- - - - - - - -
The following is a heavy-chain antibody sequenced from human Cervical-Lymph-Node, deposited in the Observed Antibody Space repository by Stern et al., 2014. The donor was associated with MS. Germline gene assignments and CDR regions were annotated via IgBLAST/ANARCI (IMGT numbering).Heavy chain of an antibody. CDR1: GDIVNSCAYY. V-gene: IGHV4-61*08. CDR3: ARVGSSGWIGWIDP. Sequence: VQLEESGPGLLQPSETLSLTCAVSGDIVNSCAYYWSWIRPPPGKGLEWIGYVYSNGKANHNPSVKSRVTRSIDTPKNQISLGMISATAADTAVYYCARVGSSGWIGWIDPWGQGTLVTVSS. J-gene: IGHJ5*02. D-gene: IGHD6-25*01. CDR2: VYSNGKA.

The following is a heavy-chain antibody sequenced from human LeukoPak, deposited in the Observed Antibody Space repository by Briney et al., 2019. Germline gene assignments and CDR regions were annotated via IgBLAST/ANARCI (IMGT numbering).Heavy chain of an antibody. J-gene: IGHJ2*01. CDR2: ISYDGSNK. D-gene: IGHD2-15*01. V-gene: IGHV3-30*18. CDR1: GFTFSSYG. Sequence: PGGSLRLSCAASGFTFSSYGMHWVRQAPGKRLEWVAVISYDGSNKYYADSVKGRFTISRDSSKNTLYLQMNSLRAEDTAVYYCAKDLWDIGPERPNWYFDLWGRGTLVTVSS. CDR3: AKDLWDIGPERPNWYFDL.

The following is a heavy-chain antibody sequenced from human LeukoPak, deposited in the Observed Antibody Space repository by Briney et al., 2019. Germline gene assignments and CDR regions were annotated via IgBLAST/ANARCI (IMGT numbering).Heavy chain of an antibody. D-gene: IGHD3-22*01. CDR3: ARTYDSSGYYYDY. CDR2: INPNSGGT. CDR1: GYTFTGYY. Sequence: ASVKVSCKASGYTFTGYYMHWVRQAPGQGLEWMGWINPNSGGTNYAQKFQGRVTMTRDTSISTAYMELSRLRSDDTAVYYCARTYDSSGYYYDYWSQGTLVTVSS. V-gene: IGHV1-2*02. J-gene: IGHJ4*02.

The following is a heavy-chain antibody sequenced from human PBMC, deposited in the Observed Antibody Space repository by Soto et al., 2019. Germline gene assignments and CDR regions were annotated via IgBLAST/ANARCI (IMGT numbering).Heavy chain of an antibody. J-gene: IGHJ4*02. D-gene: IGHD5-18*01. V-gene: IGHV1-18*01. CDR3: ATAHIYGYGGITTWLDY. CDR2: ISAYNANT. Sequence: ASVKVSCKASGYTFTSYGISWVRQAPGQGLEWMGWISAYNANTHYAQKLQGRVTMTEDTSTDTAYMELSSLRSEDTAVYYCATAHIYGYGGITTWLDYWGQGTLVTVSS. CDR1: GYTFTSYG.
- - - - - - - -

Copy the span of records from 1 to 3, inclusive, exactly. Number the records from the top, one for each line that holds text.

The following is a heavy-chain antibody sequenced from human Cervical-Lymph-Node, deposited in the Observed Antibody Space repository by Stern et al., 2014. The donor was associated with MS. Germline gene assignments and CDR regions were annotated via IgBLAST/ANARCI (IMGT numbering).Heavy chain of an antibody. CDR1: GDIVNSCAYY. V-gene: IGHV4-61*08. CDR3: ARVGSSGWIGWIDP. Sequence: VQLEESGPGLLQPSETLSLTCAVSGDIVNSCAYYWSWIRPPPGKGLEWIGYVYSNGKANHNPSVKSRVTRSIDTPKNQISLGMISATAADTAVYYCARVGSSGWIGWIDPWGQGTLVTVSS. J-gene: IGHJ5*02. D-gene: IGHD6-25*01. CDR2: VYSNGKA.

The following is a heavy-chain antibody sequenced from human LeukoPak, deposited in the Observed Antibody Space repository by Briney et al., 2019. Germline gene assignments and CDR regions were annotated via IgBLAST/ANARCI (IMGT numbering).Heavy chain of an antibody. J-gene: IGHJ2*01. CDR2: ISYDGSNK. D-gene: IGHD2-15*01. V-gene: IGHV3-30*18. CDR1: GFTFSSYG. Sequence: PGGSLRLSCAASGFTFSSYGMHWVRQAPGKRLEWVAVISYDGSNKYYADSVKGRFTISRDSSKNTLYLQMNSLRAEDTAVYYCAKDLWDIGPERPNWYFDLWGRGTLVTVSS. CDR3: AKDLWDIGPERPNWYFDL.

The following is a heavy-chain antibody sequenced from human LeukoPak, deposited in the Observed Antibody Space repository by Briney et al., 2019. Germline gene assignments and CDR regions were annotated via IgBLAST/ANARCI (IMGT numbering).Heavy chain of an antibody. D-gene: IGHD3-22*01. CDR3: ARTYDSSGYYYDY. CDR2: INPNSGGT. CDR1: GYTFTGYY. Sequence: ASVKVSCKASGYTFTGYYMHWVRQAPGQGLEWMGWINPNSGGTNYAQKFQGRVTMTRDTSISTAYMELSRLRSDDTAVYYCARTYDSSGYYYDYWSQGTLVTVSS. V-gene: IGHV1-2*02. J-gene: IGHJ4*02.